It is recognized that numerous varieties of clamping mechanisms and needle holding devices are possible. FIG. 5 shows an embodiment of a needle holder 500. The needle holder 500 comprises an upper structure 510 and a lower structure 520. A plurality of needles 530 are embedded in the upper structure 510. A plurality of needles 540 are embedded in the lower structure 520. The upper needles 530 and lower needles 540 oppose each other and form opposing sets of needles for wound sealing purposes. The opposing sets of needles 530, 540 are connected to an energy source 550. The connection between the energy source 550 and the needle sets 530, 540 runs through the upper and lower structures 510, 520. The needle holder 500 further comprises a pivot 560. The pivot 560 provides operable rotation of the upper and lower structures 510, 520 allowing for clamping and releasing. In this embodiment, mechanical stops 570 are provided. The mechanical stops 570 provide a limiting function. The upper and lower structures 510, 520 are not capable of rotating beyond the point where the stops 570 block further movement in the clamping direction. Accordingly, the stops 570 provide a minimum spacing between the needles sets 530, 540 when fully closed.

It is understood that there are several variations to the embodiment shown in FIG. 5. For example, the number of needles in each of the needle sets 530, 540 is variable. The number of needles can range from one to many. Also, the spacing of the needles is variable. Moreover, in one embodiment, the needle holder 500 is fully replaceable. It is envisioned that the holder 500 is a plug and play type device. The holder 500 operates much like a socket device. A portable set of holders 500 are insertable into the distal end of the housing (not shown in FIG. 5). The housing is equipped to accept a plurality of holders 500. Each different holder 500 is provided with a variable number of needles in each upper and lower set 530, 540. Also, alternatively each different holder 500 is provided with a variable number of needles in each needle set 530, 540 and a variable spacing of each the needles in each set. The housing is provided so that when a new holder is inserted into the housing, the connection to the energy source is automatically connected. One skilled in the art will fully understand the variety of manners in which a holder 500 will insert into the housing.

FIG. 6 shows an alternative embodiment of the needle holder of FIG. 5. The holder 600 comprises an upper structure 610 and a lower structure 620. The ends of the structures 610, 620 are not shown. The lower structure 620 has a plurality of latch positions 630. The pivot 660 is moveable into any one of the plurality of latch positions 630. The different latch positions 630 provide variable vertical spacing. Depending on the latch position 630 chosen for a particular wound, the required mechanical force will likewise vary.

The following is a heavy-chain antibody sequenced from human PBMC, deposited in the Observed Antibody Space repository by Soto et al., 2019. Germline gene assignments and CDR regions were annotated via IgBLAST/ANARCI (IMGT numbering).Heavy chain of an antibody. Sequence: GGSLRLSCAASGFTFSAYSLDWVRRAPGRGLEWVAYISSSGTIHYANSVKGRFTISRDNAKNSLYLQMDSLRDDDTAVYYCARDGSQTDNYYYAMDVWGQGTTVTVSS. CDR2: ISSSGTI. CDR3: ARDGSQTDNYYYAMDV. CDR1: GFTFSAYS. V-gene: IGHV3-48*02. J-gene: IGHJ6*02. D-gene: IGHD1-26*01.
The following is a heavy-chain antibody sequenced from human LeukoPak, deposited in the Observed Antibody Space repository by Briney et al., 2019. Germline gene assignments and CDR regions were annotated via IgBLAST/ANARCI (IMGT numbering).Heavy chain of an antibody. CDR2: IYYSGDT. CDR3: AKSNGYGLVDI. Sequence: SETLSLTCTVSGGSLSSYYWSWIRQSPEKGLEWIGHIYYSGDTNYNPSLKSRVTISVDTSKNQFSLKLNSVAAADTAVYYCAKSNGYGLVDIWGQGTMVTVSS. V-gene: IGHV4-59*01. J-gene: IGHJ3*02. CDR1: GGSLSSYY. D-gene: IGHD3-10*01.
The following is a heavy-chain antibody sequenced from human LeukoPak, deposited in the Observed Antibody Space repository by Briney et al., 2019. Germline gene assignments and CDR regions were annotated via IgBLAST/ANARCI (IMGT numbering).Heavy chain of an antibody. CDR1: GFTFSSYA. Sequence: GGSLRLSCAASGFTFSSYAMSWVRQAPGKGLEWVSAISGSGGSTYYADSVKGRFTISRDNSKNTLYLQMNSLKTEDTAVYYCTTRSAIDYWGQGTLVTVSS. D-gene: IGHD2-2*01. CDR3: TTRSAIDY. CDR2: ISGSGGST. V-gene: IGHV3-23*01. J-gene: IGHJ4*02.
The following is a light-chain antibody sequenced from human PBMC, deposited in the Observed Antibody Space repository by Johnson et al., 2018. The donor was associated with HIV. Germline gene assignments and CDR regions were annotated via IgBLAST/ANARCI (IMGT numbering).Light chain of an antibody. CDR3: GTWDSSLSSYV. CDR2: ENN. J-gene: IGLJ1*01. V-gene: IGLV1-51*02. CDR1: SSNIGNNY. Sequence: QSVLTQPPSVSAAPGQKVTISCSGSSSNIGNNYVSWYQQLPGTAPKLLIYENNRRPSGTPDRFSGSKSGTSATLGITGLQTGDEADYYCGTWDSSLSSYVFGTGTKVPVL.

It is understood that the embodiments of holders 500, 600 shown in FIGS. 5 and 6 are alternatives to the grasper 460 and needles 450 arrangements of FIGS. 4 a and 4 b. Rather than the grasper 460 of FIG. 4 a engaging the needles 450 to induce them inward, the holder 500, 600 of FIGS. 5 and 6 firmly hold the needles and the needles are induced inward in like manner when the holder is forced to a closed position.

FIGS. 7 a and 7 b show alternative embodiments of a needle holder 700. The needle holder 700 has an upper structure 710 and a lower structure 720. Opposing needles 730 are embedded in the upper 710 and lower 720 structures. It is understood that the needles are connected to an energy source (not shown). The alternative in FIG. 7 a provides a rotation mechanism 740 that allows the upper 710 and lower 720 structures to close together. The mechanism 740 is a hinge connecting the upper 710 and lower 720 structures. The hinge 740 is a pliable, or bendable, material. The hinge 740 has a natural state which is open. Accordingly, the hinge will return to its natural state, open, when a closing force is removed from the holder 700. This natural opening will assist in parting of the needles 730.

FIG. 7 b shows an alternative embodiment. A torsion spring 750 is provided. The torsion spring connects the upper 710 and lower 720 structures. Similarly to the hinge 740, the hinge operates to force the upper 710 and lower 720 structures open when a closing force is removed.

FIG. 8 a shows a needle holder and clamping mechanism 800. The hemostat styled holder 800 has an upper 810 and a lower 820 levering mechanism. At the proximal end of the levering mechanism 810, 820 are handles 830. The handles are configured to provide a gripping mechanism to a user (not shown). The levering mechanisms 810, 820 are connected at a pivot 840 toward the distal end. At the distal end of the mechanism 800, each mechanism 810, 820 has a needle holder 850. The needle holders hold a set of opposing needles 860. A mechanical force is applied to the needle holders 850 and needles 860 by drawing the handles 830 together. The handles further comprise a locking mechanism which has a clip 880 and a clip latch 870. The clip latch 870 has one or more locking position to provide variable positions for variable applications of force.

In an embodiment, the holders 850 are disposable pieces. The holders 850 are attachable and removable. The levering mechanisms 810, 820 are reusable. In an alternative embodiment, the holders 850 are incorporated into the hand piece.